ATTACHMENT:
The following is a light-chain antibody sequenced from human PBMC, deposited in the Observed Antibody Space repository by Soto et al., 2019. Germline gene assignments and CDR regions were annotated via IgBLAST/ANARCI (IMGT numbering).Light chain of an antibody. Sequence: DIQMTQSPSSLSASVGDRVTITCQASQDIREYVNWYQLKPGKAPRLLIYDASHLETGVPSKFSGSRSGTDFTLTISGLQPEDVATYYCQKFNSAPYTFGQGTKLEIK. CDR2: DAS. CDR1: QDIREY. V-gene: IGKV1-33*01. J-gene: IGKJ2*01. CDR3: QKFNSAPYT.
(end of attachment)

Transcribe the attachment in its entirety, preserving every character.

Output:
The following is a light-chain antibody sequenced from human PBMC, deposited in the Observed Antibody Space repository by Soto et al., 2019. Germline gene assignments and CDR regions were annotated via IgBLAST/ANARCI (IMGT numbering).Light chain of an antibody. Sequence: DIQMTQSPSSLSASVGDRVTITCQASQDIREYVNWYQLKPGKAPRLLIYDASHLETGVPSKFSGSRSGTDFTLTISGLQPEDVATYYCQKFNSAPYTFGQGTKLEIK. CDR2: DAS. CDR1: QDIREY. V-gene: IGKV1-33*01. J-gene: IGKJ2*01. CDR3: QKFNSAPYT.